I was raised to see people as colourless, but I acknowledge the problem. I believe the best way to treat racism is to absorb it. Newton’s third rule of motion is not the best idea here. My family members were in concentration camps during WWII so I know something about hatred and being treated as second category citizens.
Partnership deals are like air for startups. Incorporating your I-mean-nothing-startup-yet with someone bigger is obviously valuable. Not mentioning the Profits and Losses related stuff. But what I have learned up to this day, is that the bigger the deal is, the less important the Excel sheet. What matters is if they buy you as a person, if you are able to build good relations.
So next time, before you hit the race argument, maybe it’s good to ask yourself a couple of questions: “Maybe I just suck at negotiations? “Maybe these guys had the guts not to fall in love with my awesome self at first sight”. “Maybe my amazing startup is not that freaking awesome to them yet?”.
Also, if someone declines a partnership with a Nigerian company it‘s mostly not because there are black people in Nigeria, but because Nigerian businesses have not been well presented internationally PR-wise.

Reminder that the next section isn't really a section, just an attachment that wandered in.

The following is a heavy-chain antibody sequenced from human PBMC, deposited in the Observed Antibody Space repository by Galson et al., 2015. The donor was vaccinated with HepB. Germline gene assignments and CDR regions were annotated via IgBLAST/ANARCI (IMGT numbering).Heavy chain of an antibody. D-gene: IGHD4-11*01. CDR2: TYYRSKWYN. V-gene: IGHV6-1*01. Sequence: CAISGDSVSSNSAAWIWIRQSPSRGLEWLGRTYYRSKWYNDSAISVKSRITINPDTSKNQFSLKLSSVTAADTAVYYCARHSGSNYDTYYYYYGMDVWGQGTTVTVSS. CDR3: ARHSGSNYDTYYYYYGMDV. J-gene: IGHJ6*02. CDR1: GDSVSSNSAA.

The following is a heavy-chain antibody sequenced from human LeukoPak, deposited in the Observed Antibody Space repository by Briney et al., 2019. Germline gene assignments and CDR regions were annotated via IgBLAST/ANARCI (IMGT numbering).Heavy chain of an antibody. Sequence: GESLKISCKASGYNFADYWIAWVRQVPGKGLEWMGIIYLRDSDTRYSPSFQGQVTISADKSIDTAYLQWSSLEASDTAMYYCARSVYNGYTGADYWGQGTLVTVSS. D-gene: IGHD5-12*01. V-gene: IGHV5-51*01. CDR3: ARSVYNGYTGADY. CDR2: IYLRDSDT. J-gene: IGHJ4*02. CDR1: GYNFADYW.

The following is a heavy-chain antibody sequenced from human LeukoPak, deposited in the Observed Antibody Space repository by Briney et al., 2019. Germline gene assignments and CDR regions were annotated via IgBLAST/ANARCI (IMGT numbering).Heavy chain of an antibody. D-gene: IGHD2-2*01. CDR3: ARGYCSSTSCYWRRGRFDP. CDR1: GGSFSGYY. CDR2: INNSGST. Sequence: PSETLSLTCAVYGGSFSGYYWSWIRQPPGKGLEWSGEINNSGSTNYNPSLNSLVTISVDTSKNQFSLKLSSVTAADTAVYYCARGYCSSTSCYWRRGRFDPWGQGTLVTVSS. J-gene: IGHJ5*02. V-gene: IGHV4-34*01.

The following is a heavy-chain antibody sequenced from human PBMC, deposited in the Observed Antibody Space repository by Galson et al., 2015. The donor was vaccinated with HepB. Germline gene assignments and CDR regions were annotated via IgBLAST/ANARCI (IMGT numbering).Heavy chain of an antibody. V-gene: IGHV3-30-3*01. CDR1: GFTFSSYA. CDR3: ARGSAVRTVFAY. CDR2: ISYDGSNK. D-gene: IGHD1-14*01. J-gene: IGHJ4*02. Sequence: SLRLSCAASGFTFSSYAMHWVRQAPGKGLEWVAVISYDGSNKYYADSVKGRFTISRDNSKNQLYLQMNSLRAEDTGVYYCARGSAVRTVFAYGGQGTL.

A great private banker wearing sweatpants in his office is still a great private banker. But there’s a reason he wears suit for customers‘ meetings. So unless you’re this-is-my-private-war Jason Njoku (is he also changing his british accent?), wear a suit if you meet a western company you want to make a deal with.
I am not racist. I employ white people — Jason Njoku
Racists employ people from other races all the time. Not going into details of the type of jobs. Just saying. And no, It’s not an implication that someone who says that is still a racist. It’s just an observation that this statement has a logical value of zero.
The 2% Problem
Jason Njoku recently shared interesting U.S Tech companies ethnicity division charts. You can find them here. He easily assumed it’s because technology companies (as with banking, law, accountancy, consultancy) largely hire people who look just like themselves.
Above is the ethnicity division chart of some US Universities. This is the real reason. If mostly white dudes study IT, then mostly white dudes will work in IT. Probably we could dig deeper in search of the real root of the case, but that’s enough to take out the main blame from tech companies.